Inflammatory lesions form when the follicle bursts releasing irritants
- papules
- pustules

An excessive inflammatory response may result in:
- nodules
- cysts

This sequence of events can ultimately cause scarring
- ice-pick scars
- hypertrophic scars

In contrast, drug-induced acne is often monomorphic (e.g. pustules are characteristically seen in steroid use).

Acne fulminans is very severe acne associated with systemic upset (e.g. fever). Hospital admission is often required and the condition usually responds to oral steroids.


How is acne vulgaris managed?

Acne may be classified into mild, moderate or severe:
i) mild: open and closed comedones with or without sparse inflammatory lesions
ii) moderate acne: widespread non-inflammatory lesions and numerous papules and pustules
iii) severe acne: extensive inflammatory lesions, which may include nodules, pitting, and scarring

A simple step-up management scheme often used in the treatment of acne is as follows:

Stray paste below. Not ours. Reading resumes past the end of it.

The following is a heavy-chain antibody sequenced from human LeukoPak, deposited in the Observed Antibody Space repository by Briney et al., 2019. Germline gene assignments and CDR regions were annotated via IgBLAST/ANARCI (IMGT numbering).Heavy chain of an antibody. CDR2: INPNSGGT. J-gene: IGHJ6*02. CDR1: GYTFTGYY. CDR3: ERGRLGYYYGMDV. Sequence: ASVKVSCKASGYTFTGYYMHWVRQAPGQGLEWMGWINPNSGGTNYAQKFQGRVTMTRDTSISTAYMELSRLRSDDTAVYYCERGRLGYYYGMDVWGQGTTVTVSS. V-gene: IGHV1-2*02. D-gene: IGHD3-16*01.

- single topical therapy (topical retinoids, benzyl peroxide)
- topical combination therapy (topical antibiotic, benzoyl peroxide, topical retinoid)
- oral antibiotics: e.g. Oxytetracycline, doxycycline. Improvement may not be seen for 3-4 months. Minocycline is now considered less appropriate due to the possibility of irreversible pigmentation. Gram negative folliculitis may occur as a complication of long-term antibiotic use - high-dose oral trimethoprim is effective if this occurs
- oral isotretinoin: only under specialist supervision

There is no role for dietary modification in patients with acne.


What is isotretinoin?

Isotretinoin is an oral retinoid used in the treatment of severe acne. Two-thirds of patients have a long term remission or cure following a course of oral isotretinoin

Adverse effects:
- teratogenicity: females should ideally be using two forms of contraception (e.g. Combined oral contraceptive pill and condoms)
- dry skin, eyes and lips: the most common side-effect of isotretinoin
- low mood*
- raised triglycerides
- hair thinning
- nose bleeds (caused by dryness of the nasal mucosa)
- benign intracranial hypertension: isotretinoin treatment should not be combined with tetracyclines for this reason